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Do Robots Have (or Deserve) Workers Rights?by@ShannonFlynn
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Do Robots Have (or Deserve) Workers Rights?

by ShannonFebruary 22nd, 2022
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With robots and automation forever changing the workplace, how do we deal with workers’ rights? The question of workplace rights for robots is part of a larger debate about robot and artificial intelligence ethics.

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With robots and automation forever changing the workplace, how do we deal with workers’ rights? The question of workplace rights for robots is part of a much larger debate about robot and artificial intelligence ethics. The concept of a robot going to court may seem like a scene from a science fiction movie, but today it is very much a reality, one that our society as a whole must face sooner rather than later. 

The State of Robots in the Workplace

Robots have been part of the workforce for decades, oftentimes in factories or manufacturing facilities. However, today, robots are finding a place in virtually every industry. It is important to remember that the term “robot” includes a variety of devices and technologies, such as artificial intelligence and software programs, in addition to the physical robots we tend to think of first. Sometimes a robot is even a combination of these technologies, a physical robot that is also artificially intelligent. 

Robots and AI are no longer confined to easily-overlooked factory jobs. Their jobs are increasingly impacting our everyday lives. For example, multiple companies are developing self-driving cars that would be used as taxi or ridesharing vehicles, where a robot would be independently driving people around.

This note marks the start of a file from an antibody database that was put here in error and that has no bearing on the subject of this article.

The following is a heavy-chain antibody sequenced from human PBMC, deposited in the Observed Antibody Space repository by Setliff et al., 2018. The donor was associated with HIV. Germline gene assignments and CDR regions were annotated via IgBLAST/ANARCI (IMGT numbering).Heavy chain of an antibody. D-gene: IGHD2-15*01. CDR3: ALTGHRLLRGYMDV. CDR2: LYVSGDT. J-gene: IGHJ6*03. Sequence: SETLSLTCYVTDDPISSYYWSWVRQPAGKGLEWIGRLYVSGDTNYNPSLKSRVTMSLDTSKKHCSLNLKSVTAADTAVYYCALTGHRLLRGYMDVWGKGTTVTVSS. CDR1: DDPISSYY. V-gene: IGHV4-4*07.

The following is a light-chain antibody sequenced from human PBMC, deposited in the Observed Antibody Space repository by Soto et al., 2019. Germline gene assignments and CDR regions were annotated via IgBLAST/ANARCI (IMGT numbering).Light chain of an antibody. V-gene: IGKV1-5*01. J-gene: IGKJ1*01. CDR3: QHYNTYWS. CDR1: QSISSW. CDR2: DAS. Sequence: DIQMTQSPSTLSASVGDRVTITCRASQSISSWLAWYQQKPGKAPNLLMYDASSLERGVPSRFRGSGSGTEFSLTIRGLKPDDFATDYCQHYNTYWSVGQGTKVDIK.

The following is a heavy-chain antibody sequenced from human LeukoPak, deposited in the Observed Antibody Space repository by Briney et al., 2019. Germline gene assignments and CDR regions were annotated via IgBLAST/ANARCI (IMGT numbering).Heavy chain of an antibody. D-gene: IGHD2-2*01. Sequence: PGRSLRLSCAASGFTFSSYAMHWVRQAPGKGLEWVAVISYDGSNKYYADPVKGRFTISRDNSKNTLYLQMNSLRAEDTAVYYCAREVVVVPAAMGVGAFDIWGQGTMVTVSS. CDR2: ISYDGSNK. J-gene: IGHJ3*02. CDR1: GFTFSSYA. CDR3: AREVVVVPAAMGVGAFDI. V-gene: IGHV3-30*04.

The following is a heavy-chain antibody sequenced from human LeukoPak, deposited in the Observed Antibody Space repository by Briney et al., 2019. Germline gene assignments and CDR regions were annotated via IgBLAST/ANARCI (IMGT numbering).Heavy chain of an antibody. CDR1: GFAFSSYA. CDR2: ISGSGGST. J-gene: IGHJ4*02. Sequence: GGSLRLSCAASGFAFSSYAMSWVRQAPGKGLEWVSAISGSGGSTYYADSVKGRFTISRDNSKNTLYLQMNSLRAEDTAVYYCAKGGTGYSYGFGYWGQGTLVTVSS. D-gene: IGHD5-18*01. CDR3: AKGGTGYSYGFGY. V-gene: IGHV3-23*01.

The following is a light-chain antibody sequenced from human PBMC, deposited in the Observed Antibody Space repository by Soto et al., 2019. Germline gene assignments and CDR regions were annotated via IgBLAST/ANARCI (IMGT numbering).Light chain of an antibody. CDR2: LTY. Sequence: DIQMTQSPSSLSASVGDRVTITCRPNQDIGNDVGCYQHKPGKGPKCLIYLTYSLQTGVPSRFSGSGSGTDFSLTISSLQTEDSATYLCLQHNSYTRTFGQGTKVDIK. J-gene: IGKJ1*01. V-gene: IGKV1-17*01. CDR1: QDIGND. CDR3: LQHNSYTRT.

What happens if the car gets into an accident? Can the passenger sue the autonomous car for their injuries? Lawyers are already exploring this issue with autonomous robotic delivery vehicles, which pose a risk of hurting pedestrians and drivers on public streets. The same questions apply to any robot in the workplace, from robots on construction sites to AI programs in customer service centers. 

The Robot Rights in Question

If robots were granted official, legal rights in the workplace, they would not look like those of humans. When robots are such a central part of every industry, it is critical that we establish who is responsible for a robot’s actions and what a robot can and cannot do in the workplace. The few robot rights that do exist today generally focus on this issue of accountability, which will likely remain central to the robot ethics debate in the years ahead. 

For example, workplace robot rights might include guidelines about the consequences for a robot injuring a human co-worker. If we decide that robots are not sentient and therefore cannot make their own conscious decisions, then an individual robot cannot be sued or otherwise convicted of committing a crime. Instead, the question of liability would apply to either the robot’s developers or the employer that was operating the robot. Should either of these parties have worker's rights that protect them and their robotic devices?